Daisaku Hanamoto’s house mingles with its surroundings
When thinking of a picturesque Japanese hillside, the traditional clay tiles undulating alongside the mountains come to mind. Inserting itself into this postcard image is Daisaku Hanamoto’s House in Ohue. Mindful of its place amongst the vernacular, the 126 sq-m house translates the traditional gable roofs into standing seam panels and uses tones that easily blend into the residential neighbourhood.
‘When I first saw this village, I was fascinate with the view. The view of all those old houses along the slope looked so neat and organized, and also the ridgeline of the mountain and sky looked so clear and beautiful,’ remembers the architect.
The house is completely surrounded by its neighbours and the entry to the house is in a funnel-shaped pathway. Its western façade faces a retaining wall with three residences overlooking it. The house consists of three volumes placed on a North-South axis.
The first volume holds the entrance hall and storage with amenities. Continue on and the second volume houses the main living area. An open plan, the ceiling has clerestory windows and varying heights to create a narrative around the space. There is a square tatami corner acting as a reminder of the vernacular. Wood posts cut through the generous room and divide the living area from the kitchen and dining space.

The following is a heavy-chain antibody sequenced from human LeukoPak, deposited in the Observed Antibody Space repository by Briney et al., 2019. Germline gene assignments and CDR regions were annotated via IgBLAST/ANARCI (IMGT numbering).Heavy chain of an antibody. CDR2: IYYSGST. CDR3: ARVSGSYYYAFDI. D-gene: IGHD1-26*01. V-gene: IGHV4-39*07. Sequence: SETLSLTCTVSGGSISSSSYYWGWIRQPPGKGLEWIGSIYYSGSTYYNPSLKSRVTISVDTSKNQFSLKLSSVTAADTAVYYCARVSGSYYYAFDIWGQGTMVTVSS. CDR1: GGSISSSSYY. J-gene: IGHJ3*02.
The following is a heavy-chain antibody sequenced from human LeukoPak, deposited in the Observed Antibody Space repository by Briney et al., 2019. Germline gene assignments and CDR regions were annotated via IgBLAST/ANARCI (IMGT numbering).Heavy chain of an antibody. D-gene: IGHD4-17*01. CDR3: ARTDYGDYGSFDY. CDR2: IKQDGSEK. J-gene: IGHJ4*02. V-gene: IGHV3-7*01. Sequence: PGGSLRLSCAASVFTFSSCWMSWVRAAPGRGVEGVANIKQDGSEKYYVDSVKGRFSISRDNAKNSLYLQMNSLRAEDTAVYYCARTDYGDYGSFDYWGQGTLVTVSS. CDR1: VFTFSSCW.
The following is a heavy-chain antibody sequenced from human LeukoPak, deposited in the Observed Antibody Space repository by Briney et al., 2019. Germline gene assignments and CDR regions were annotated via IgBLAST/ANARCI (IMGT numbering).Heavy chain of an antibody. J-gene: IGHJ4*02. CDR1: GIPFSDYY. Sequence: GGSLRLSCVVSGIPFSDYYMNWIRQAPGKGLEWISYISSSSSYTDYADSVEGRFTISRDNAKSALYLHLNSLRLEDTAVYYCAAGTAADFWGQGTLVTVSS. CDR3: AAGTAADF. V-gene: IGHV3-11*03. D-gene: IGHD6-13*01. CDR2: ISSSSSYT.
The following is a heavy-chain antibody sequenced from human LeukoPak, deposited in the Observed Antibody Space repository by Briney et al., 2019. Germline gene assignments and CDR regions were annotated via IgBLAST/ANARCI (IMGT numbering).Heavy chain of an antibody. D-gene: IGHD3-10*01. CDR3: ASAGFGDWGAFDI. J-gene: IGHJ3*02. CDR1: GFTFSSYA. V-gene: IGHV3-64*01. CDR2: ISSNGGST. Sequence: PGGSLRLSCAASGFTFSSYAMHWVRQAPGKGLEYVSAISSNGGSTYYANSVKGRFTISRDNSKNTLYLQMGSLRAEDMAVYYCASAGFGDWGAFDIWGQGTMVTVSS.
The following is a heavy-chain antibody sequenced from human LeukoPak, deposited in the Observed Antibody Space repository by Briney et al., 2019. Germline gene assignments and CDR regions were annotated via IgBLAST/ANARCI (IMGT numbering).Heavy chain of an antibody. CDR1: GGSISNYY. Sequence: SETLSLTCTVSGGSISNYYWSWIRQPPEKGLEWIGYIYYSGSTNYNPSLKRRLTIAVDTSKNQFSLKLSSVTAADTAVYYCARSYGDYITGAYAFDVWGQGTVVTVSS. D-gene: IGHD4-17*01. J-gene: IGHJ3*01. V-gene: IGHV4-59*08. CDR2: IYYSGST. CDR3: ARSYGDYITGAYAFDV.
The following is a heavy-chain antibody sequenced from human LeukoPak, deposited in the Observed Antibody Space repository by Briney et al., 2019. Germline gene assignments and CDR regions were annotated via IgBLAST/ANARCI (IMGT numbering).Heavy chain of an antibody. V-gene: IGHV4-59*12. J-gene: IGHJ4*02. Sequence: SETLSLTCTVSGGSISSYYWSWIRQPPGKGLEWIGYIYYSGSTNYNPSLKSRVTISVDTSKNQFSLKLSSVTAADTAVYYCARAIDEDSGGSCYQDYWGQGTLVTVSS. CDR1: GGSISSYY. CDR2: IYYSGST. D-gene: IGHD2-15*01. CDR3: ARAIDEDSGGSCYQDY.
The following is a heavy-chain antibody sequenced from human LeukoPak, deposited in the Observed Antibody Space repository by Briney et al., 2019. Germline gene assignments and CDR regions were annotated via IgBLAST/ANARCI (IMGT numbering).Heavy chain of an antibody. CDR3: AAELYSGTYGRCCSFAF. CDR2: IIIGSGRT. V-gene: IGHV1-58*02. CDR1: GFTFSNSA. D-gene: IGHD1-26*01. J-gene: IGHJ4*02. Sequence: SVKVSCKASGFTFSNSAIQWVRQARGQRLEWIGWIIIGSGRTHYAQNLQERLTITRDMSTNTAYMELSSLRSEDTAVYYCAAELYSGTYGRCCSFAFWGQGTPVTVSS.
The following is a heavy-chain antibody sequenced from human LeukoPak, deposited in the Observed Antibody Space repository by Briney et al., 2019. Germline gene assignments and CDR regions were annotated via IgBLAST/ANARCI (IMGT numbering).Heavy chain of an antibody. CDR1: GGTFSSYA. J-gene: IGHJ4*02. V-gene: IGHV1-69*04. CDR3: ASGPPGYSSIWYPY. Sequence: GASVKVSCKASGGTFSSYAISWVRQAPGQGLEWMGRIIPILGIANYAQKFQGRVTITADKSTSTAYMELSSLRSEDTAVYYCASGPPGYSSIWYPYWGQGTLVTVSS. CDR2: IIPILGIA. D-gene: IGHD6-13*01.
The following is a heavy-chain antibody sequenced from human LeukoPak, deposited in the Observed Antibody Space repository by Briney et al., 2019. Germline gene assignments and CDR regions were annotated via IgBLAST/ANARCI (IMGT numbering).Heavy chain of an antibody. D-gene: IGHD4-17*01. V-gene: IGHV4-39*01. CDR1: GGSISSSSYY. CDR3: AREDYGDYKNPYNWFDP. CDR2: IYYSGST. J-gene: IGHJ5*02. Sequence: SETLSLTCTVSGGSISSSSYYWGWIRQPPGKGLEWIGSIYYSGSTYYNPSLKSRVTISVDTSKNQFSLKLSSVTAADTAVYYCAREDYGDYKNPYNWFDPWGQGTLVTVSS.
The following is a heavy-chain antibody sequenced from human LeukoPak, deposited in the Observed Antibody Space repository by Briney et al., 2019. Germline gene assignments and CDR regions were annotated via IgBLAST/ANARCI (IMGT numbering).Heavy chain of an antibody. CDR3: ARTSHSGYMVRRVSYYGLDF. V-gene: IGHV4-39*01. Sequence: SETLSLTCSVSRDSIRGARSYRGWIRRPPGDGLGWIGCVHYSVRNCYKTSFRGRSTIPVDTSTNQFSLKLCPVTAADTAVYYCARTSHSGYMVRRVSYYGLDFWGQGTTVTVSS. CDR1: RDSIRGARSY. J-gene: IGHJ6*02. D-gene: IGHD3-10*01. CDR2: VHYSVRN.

The third volume at the back is a half storey higher and has the master bedroom. Looking back towards the entrance from here gives the resident a layered view of the house. Posts, walls, odd fenestration go into frame and add depth to the minimalist tableau of the Japanese house.
The roof has multiple surfaces following the three volumes - creating a dynamic conversion between the residence, its neighbours and the ridgeline of the mountains in the background. Grey and white dominate both in the interior and exterior cladding, with wooden pieces to contrast in the interior. The sparse fenestrations are strategically placed to capture the charm of the neighbourhood and the landscape beyond it.